Wells Fargo optimistic about the economy
The bank, a bellwether for the mortgage and housing sectors, remains relatively upbeat despite the looming threat of rising rates.
It was never about last quarter's earnings. So while it was swell that Wells Fargo (WFC) beat Wall Street earnings estimates for the second quarter by 5 cents (at 98 cents a share) in results reported after the close on Thursday, the real good news came in Friday's relatively upbeat conference call -- in remarks about next quarter and the remainder of 2013.
The bank, a bellwether for the mortgage and housing sectors, said that, looking forward, it remained optimistic on the economy. Higher interest rates would indeed cut into mortgage originations and mortgage lending volumes would be down in the third quarter -- directionally that is what investors expected to hear -- but the deterioration described by the company didn't sound too scary.
Other metrics that had worried Wall Street going into the earnings report and the conference call got the same combo treatment of downward trend, but not at a scary pace. For example, the bank said that net interest margins would probably be under pressure in the third quarter, but that over a longer period it would be able to grow net interest income. (Net interest margins fell 2 basis points to 3.46% in the second quarter.)
Absent deterioration in the U.S. economy, Wells Fargo said, it would be able to continue to release reserves against bad loans (adding to the bottom line in the process.) In the second quarter, provision for credit losses fell by $306 million and the quarter included a $35 million release from reserves. (When a bank adds to its loan loss reserves, it comes out of earnings. When it releases money from its loan loss reserves that flows through to earnings.)
This isn't to say that everything was hunky dory in the quarter to June 30. Growth in commercial loans slowed to just 1.7% from the first quarter of 2013, and the runoff in the home equity loan portfolio continued with a drop of 3.4%. One worry that the quarter didn’t put to bed: The margins on gain on sale for mortgages fell 35 basis points. (A bank books a gain on sale when it sells a mortgage asset at a profit to investors. Selling mortgages that a bank has originated is essential to free up capital for new mortgage lending.) Wells Fargo did say in the conference call it expected gain on sale margins to fell from current levels in the second half of 2013.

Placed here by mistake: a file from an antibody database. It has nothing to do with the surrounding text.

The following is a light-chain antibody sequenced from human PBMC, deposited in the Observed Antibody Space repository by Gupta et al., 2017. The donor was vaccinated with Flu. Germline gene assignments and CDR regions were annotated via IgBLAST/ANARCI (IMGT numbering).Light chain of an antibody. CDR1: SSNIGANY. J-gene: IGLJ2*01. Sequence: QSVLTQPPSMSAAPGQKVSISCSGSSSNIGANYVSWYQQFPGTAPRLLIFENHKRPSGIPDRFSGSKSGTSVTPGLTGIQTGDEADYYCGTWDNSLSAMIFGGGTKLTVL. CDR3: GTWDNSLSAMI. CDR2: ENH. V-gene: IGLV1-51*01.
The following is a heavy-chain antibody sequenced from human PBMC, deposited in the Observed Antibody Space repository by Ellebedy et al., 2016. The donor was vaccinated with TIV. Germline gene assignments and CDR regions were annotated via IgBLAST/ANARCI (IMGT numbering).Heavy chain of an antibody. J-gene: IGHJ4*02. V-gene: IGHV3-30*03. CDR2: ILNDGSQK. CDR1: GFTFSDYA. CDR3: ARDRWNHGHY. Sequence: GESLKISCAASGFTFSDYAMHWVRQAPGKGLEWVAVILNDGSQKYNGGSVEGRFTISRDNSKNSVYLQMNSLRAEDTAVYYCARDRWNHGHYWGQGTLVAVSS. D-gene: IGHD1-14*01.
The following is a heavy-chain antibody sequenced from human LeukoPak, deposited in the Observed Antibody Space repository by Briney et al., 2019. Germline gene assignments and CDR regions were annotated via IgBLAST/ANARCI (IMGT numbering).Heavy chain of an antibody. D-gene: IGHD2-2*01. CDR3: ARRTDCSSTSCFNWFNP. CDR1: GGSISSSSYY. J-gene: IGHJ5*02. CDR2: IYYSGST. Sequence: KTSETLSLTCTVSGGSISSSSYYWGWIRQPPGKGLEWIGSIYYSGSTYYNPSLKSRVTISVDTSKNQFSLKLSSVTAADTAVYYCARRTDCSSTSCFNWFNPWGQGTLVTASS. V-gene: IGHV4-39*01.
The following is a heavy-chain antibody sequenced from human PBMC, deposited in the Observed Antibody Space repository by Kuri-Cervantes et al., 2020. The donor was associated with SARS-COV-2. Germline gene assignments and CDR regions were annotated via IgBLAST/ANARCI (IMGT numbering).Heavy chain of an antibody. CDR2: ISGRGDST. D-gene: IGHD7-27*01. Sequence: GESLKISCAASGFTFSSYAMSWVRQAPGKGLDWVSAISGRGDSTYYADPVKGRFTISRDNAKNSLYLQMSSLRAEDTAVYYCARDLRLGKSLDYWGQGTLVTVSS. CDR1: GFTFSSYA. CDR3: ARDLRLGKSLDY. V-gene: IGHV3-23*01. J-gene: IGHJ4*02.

In short, nothing here to suggest a speedy run to the exits, but it is clear that a environment of rising rates will be tough on bank profits.
Full disclosure: I don’t own shares of any of the companies mentioned in this post in my personal portfolio. When in 2010 I started the mutual fund I manage, Jubak Global Equity Fund, I liquidated all my individual stock holdings and put the money into the fund. The fund did not own shares of any stock mentioned in this post as of the end of March. For a full list of the stocks in the fund as of the end of March see the fund’s portfolio.
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well said hava!
"Absent deterioration in the U.S. economy, Wells Fargo said, it would be able to continue to release reserves against bad loans (adding to the bottom line in the process.)"
and what would a company being given unlimited low-cost credit, bond purchase (money-printing) cash infusions and total immunity for any excess risk-taking know about a "deteriorating economy?"
the bank officers are all fat, fully employed, financially set for life and have guaranteed profits along with the accompanying stock options and bonuses to come. no worries mates ....
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Why are stronger numbers considered bad news? Investors are worried about the impact on inflation and interest rates.
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